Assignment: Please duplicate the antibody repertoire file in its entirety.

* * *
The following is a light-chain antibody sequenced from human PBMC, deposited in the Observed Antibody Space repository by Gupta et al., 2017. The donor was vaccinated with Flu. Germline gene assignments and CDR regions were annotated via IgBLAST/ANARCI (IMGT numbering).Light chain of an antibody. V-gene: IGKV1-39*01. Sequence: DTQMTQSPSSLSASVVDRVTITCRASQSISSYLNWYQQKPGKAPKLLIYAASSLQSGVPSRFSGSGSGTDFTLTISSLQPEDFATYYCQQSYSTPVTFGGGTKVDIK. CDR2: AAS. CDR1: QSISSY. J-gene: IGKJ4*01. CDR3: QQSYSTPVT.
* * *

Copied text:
The following is a light-chain antibody sequenced from human PBMC, deposited in the Observed Antibody Space repository by Gupta et al., 2017. The donor was vaccinated with Flu. Germline gene assignments and CDR regions were annotated via IgBLAST/ANARCI (IMGT numbering).Light chain of an antibody. V-gene: IGKV1-39*01. Sequence: DTQMTQSPSSLSASVVDRVTITCRASQSISSYLNWYQQKPGKAPKLLIYAASSLQSGVPSRFSGSGSGTDFTLTISSLQPEDFATYYCQQSYSTPVTFGGGTKVDIK. CDR2: AAS. CDR1: QSISSY. J-gene: IGKJ4*01. CDR3: QQSYSTPVT.